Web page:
How do habits change ? There is, unfortunately, no specific set of steps guaranteed to work for every person. We know that a habit cannot be eradicated – it must, instead, be replaced. And we know that habits are most malleable when the Golden Rule of habit change is applied: if we keep the same cue and the same reward, a new routine can be inserted. But that’s not enough.
In many organizations you can make good progress in your early career by using positional power and traditional authority to get things done. Junior managers often have clear areas of responsibility and accountability and within that area, they are indeed a “big dog” and can use that power to get things done quite effectively. However, once we are promoted to executive level in our organization, or when we start working in a more ambiguous matrix role, we need to build alliances and influence people we do not have formal authority over.
Imagine that the world is behaving in a way and you know that by changing or adopting a small behavior in the world population, there will big a huge benefit for everybody. How would your start changing the behaviors of the world population ? OK … let’s start small first … how would you start adopting healthier behaviors for yourself ?
Research suggests that organizations consciously balance span of control(the resources over which an individual has direct control) and span of accountability(the results and performance outcomes for which they are held responsible) to achieve different outcomes.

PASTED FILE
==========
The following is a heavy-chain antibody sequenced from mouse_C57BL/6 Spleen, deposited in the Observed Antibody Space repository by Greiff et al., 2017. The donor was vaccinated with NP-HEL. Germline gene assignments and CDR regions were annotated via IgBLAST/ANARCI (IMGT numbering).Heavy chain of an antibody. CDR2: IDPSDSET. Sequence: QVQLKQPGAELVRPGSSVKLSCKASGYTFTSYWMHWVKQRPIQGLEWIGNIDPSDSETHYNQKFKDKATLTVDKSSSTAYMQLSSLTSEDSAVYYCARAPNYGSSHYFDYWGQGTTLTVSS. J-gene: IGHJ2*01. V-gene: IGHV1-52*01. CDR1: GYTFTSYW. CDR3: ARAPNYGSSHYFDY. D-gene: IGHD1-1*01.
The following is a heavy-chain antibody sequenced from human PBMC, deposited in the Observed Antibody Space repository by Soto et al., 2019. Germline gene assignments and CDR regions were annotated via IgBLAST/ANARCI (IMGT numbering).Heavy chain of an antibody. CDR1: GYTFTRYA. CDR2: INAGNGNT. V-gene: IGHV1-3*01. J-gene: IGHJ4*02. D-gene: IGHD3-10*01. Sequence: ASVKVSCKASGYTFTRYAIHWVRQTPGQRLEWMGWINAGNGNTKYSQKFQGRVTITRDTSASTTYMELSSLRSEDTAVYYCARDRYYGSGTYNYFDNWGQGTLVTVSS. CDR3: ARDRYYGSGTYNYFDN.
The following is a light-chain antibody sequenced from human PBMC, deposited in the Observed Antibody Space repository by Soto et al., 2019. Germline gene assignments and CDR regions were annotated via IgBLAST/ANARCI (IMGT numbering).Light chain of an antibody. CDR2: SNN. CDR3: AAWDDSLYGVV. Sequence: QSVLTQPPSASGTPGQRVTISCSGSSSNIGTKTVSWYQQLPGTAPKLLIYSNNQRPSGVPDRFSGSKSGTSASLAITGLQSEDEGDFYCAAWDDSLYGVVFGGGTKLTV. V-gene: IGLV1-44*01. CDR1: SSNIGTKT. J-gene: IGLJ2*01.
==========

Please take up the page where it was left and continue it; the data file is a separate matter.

If we think about the balance between span of accountability and span of control, there are only three options, and each of them drives a very different set of behaviors.
“How can I be accountable for something I don’t control?” “How can I get things done without authority?”
Welcome to the matrix, where multiple bosses, competing goals, influence without authority, and accountability without control are the norm. It is a world where skills, not structure, are the drivers of business and personal success.
A kindergarten teacher that has worked with kids for the last 20 years of her life and today she works in a corporate office. Observing her in the corporate office, people identified that when she hears the sound of somebody exiting the bathroom she is naturally asking out loud the following question “Have you washed your hands?”
Is the sound of somebody exiting the bathroom a trigger that is causing her to ask the question about washing hands? Is her asking this question an automatism that she has built in the last 20 years working as a kindergarten teacher?